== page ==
Student Spotlight: Mike Becker

Today, we’re introducing a new segment on the URI English blog entitled “Student Spotlights”. These spotlights highlight the exciting and important things our graduate students are doing on and off the campus. The first spotlight is focused on PhD candidate Mike Becker, who is slated to graduate this May. We asked Mike to give us a little background about his scholarly interests and activities, as well as a sneak peek at his fascinating dissertation project involving “tastes” within British Modernism .

mikeHi, I’m Mike Becker and I’m currently completing my  final year as Ph.D. candidate at the University of Rhode Island in the English Department. My primary field is British Modernism and my dissertation project explores both literal (gustatory) and figurative (social and aesthetic) tastes in British Modernist novels. In my first chapter I focus on the character Leonard Bast, a hungry modern autodidact attempting to balance comestible and cultural consumption, in E. M. Forster’s Howards End (1910), arguing that Bast engages in a type of snobbery through his judgments in taste and his efforts to gain cultural capital. In my second chapter on Not So Quiet… (1930), written by Evadne Price (under the pseudonym Helen Zenna Smith), I explore the importance of location in literary depictions of WWI food consumption, analyzing characters that rely on supplemental food products sent to the front trenches in care packages and, later, return to dine in the grand hotel restaurants in London as WWI continues to rage. Focusing primarily on the famous Boeuf en Daube scene of Virginia Woolf’s To the Lighthouse (1927) and drawing upon both culinary science and the kinetic molecular theory of matter, my third chapter identifies and highlights Woolf’s “liquid aesthetic” as a central concern in the novel, an aesthetic experiment that allows Woolf to draw disparate individualized characters into community without collapsing their separate identities. My final chapter on Jean Rhys’s Good Morning, Midnight (1939) explores the three parallel figures of the passport, the international exhibition, and the interwar Parisian restaurant to explore how Rhys’s novel theorizes national identity in a complex, interwar, cosmopolitan context.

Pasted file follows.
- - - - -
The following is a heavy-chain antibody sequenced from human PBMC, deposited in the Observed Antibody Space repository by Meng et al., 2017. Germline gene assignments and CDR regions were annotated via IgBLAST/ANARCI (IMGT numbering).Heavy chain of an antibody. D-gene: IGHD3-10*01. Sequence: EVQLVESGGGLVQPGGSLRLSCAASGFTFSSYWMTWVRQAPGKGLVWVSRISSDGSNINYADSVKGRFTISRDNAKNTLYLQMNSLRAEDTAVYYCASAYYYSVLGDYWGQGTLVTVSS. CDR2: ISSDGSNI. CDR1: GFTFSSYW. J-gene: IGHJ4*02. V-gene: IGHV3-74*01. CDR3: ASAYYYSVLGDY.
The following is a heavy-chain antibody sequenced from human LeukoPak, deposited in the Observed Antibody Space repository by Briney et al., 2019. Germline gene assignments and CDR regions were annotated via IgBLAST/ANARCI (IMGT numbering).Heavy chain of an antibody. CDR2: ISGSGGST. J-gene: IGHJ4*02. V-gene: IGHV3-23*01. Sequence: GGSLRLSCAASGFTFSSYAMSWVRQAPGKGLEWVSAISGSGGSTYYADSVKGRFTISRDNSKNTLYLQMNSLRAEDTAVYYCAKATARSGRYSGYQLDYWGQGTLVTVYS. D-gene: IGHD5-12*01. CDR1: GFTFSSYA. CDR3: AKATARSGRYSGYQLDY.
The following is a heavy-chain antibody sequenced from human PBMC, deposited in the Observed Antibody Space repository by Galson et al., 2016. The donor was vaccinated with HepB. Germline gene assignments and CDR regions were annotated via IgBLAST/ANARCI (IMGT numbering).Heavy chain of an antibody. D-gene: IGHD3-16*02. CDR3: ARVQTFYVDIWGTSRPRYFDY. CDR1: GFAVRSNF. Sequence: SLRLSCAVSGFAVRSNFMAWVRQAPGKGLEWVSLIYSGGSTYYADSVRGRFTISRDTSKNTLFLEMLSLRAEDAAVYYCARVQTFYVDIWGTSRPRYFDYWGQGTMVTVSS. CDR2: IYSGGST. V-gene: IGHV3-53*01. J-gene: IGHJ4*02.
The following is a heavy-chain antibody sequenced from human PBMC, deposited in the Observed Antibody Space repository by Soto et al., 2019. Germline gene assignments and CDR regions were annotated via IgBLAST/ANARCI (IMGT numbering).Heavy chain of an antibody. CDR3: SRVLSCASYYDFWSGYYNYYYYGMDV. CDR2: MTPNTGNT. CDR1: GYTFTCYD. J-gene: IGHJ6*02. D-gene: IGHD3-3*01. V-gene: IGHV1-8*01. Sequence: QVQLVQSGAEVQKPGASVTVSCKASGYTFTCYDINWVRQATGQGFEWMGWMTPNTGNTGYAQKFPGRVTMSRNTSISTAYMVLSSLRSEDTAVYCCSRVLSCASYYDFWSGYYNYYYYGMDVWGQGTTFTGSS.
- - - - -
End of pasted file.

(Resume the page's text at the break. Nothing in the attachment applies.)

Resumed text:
While conducting my research on British Modernism and issues of taste, I am teaching with the Department of English — ENG 201 (Principles of Literary Study) this Spring 2015 semester. I am also co-chair, along with Miryam Yusufov (Ph.D. candidate at URI in Clinical Psychology), of the 2015 URI Graduate Student Conference. In addition to my research, teaching, and service at URI, I work on multiple other projects. Together with my fellow English Ph.D. candidate Derick Ariyam, I am a co-founder of the website —launched in 2011 — which organizes academic calls for papers from around the globe by geography as well as topic and date. In the fall of 2014, Derick and I launched a small business that provides software solutions to large regional humanities conferences, streamlining their membership databases and conference planning.

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